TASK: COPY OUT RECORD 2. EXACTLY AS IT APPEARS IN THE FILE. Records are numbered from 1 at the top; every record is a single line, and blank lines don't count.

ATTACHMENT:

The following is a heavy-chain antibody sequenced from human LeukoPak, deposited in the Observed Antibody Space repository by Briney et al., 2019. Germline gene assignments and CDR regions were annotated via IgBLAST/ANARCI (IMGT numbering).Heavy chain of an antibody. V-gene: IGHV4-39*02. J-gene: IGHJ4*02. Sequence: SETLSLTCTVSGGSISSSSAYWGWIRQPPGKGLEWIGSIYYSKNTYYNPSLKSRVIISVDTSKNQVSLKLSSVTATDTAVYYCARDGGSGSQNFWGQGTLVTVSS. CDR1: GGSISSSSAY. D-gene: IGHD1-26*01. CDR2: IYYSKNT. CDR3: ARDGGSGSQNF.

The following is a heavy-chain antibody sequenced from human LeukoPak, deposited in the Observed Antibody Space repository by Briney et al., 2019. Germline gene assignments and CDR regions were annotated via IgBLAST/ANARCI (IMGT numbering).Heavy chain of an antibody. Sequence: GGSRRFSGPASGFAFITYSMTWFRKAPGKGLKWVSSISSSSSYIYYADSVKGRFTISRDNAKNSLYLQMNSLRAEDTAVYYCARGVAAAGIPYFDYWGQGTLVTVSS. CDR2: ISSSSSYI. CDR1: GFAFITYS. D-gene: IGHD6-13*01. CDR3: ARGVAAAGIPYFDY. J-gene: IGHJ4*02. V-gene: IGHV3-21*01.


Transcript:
The following is a heavy-chain antibody sequenced from human LeukoPak, deposited in the Observed Antibody Space repository by Briney et al., 2019. Germline gene assignments and CDR regions were annotated via IgBLAST/ANARCI (IMGT numbering).Heavy chain of an antibody. Sequence: GGSRRFSGPASGFAFITYSMTWFRKAPGKGLKWVSSISSSSSYIYYADSVKGRFTISRDNAKNSLYLQMNSLRAEDTAVYYCARGVAAAGIPYFDYWGQGTLVTVSS. CDR2: ISSSSSYI. CDR1: GFAFITYS. D-gene: IGHD6-13*01. CDR3: ARGVAAAGIPYFDY. J-gene: IGHJ4*02. V-gene: IGHV3-21*01.